In the balance: James Webb Space Telescope

We are at the tipping point of losing a potential National treasure, the James Webb Space Telescope (JWST).

JWST_dwg

Artist conception James Webb Space telescope

The JWST is a very large telescope to be launched into space to view the universe with ultra high resolution infrared (IR) images.

When launched, it will take its station at the L2 equilibrium point, 1.5 M km on the other side of the Earth from the sun.  It will be in solar orbit but trapped in the Earth’s shadow which will mostly shield it form solar heat radiation.  The JWST will have a heat shield between it and Earth so observations will not be disturbed by planetary heat emission.

WolfMikkulski_img

JWST – Cong. Wolf cut, Sen. Mikuklski support

The magazine Science is published weekly by the American AAAS.  According to its  2011 Jul15 issue, the current majority of the House Commerce, Justice and Science subcommittee (jurisdiction control over NASA)  is opposed to the expenses and timeline currently projected for the program and cut out its funding authorization for the 2012 budget (stating in 2 months).

Congressman Frank Wolf (R-Va) is Head of the subcommittee and leads the effort to cut off support and end the mission.  Senator Barbara Mikulski is vocal in her urging of reinstatement of the original support.  Sen. Mikulski is a well know supporter of NASA.

In 2000, the National Research Council released its once-every-10-year Decadal Survey in Astronomy  and put the JWST as the #1 priority research instrument.  It was to be  the next generation successor to both the Hubble Space Telescope (HST) and the Spitzer IR telescope which was not actually launched until 2003 because it was recognized that such an upgrade in size and capability would require a long time to bring to fruition.

JWST-HST_dwg

person, HST (4.5 m2 area) JWST (25 m2 area)

The JWST will be made up of 18 mirrors of gold plated over beryllium.  The mirror assembly will form a mirror 6.5 m (21 foot) in diameter that will view the universe’s light emission from the visible red 0.6 µm to the far edge of the near IR at 28 µm (the part of the low-energy/long-wavelength spectrum that is the deeper red than visible red light – redder than red). Read our discussion of wavelengths here.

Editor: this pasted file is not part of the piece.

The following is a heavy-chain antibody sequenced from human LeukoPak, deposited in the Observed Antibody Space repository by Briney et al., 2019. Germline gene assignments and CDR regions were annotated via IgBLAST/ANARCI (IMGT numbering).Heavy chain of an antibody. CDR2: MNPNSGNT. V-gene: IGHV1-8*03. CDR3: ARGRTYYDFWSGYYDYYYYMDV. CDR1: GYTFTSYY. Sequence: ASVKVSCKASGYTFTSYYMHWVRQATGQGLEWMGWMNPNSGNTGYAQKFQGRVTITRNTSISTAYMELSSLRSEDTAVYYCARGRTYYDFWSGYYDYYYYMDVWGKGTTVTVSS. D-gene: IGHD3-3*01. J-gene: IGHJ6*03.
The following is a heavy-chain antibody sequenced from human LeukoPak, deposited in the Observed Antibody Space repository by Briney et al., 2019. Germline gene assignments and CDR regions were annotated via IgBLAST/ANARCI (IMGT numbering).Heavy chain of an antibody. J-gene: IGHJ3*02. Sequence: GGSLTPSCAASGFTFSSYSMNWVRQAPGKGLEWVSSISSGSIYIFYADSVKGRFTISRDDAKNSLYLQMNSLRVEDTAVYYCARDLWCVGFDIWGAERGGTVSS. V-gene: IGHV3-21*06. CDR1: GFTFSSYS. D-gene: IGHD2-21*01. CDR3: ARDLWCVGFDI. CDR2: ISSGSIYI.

Due to JWST’s huge step in capability, it is called the next generation telescope and the next step after the HST and Spitzer spacre scopes because it is a huge step up in capability.  Actually, the JWST stands between the HST and Sptizer.

HST-M31_img

JWST has much greater resolution than the HST

Hubble – NASA’s  great observatory for visible light.  JWST will resolve objects 2.7× smaller than the HST can (ratio of diameters) and will see objects 5.5× dimmer  (ratio of areas). 

JWST will replace HST only in the HST’s near IR vision (infrared just a bit redder than visible light);  JWST has no visible light sensitivity.

Spitzer-M31_img

JWST resolution is much better than Spitzer’s

Spitzer –  NASA’s great observatory for infrared light.  JWST will see objects 7.5× smaller than Spitzer (ratio of diameters) and will see 58× dimmer objects (ratio of areas). 

JWST will not replace the Spitzer scope in Spitzer’s deep IR  range (far from visible range).  The very deep IR range has been replaced by Europe’s next generation scope,  Herschel.

The JWST goal is different from either;  it is to peer through the obscuring haze of intergalactic space and give high resolution images of the earliest events in the visible universe.  Its enhanced capability would, however, give it capability to determine details of our own galaxy, unavailable by any other method.

We are at a  branch-point in astronomical capability.  We can complete this or not.  Currently, we have spent about 3.5 G$ on the program, about half way through.  All the difficult mirrors are done and will be fully calibrated by Fall, 2011.  Launch is currently estimated for 2018-2020, given current NASA funding levels.

Costs are expected to overrun budget by a total of 2× before it is launched.  This cost thing is the sticking point.  If excellence were free, there would be no arguments from anyone.  •  Much of the overrun came from the suite of tests that must be done (fully designed after budget was in place).  HST dropped some costly calibrations from its build schedule, had a focus problem and nearly written off as a failure.  JWST is too far for any human aid, even if that were possible.  It must not launch with a glitch that could have been corrected if someone had tested.     •  Some cost overrun due to facts of life of budget-cut during development phase.

JWST Costs

click for list of our Space Exploration posts

Put costs in the frame of the U.S. budget expenditures.  Our biggest expense are the wars we have been waging since the 2002 invasion of Afghanistan followed by the invasion of Iraq.  For the 9 years through the end of FY 2011, we will have spent 1.227 Trillion Dollars (US) for this task.  This is 136 B$/yr for our wonderful adventure.  Each day represents 373 M$ or a billion US$ every 2.7 days.  (I will not tally deaths.) There is about 3½ B$ left to spend,  about 10 days of an excellent war.

Aside –This is not a hyped up comparison.  This is not arguable – We are clearly willing to sacrifice money, young men and women, and the collateral damage of civilian deaths.   Afghanistan gave us the nice feeling of revenge, though having accomplished this, we have not yet stopped.  The reason for the Iraq excursion is – I do not know.  The standard starting point for such a question is “follow the money!”  We will not do that in this post.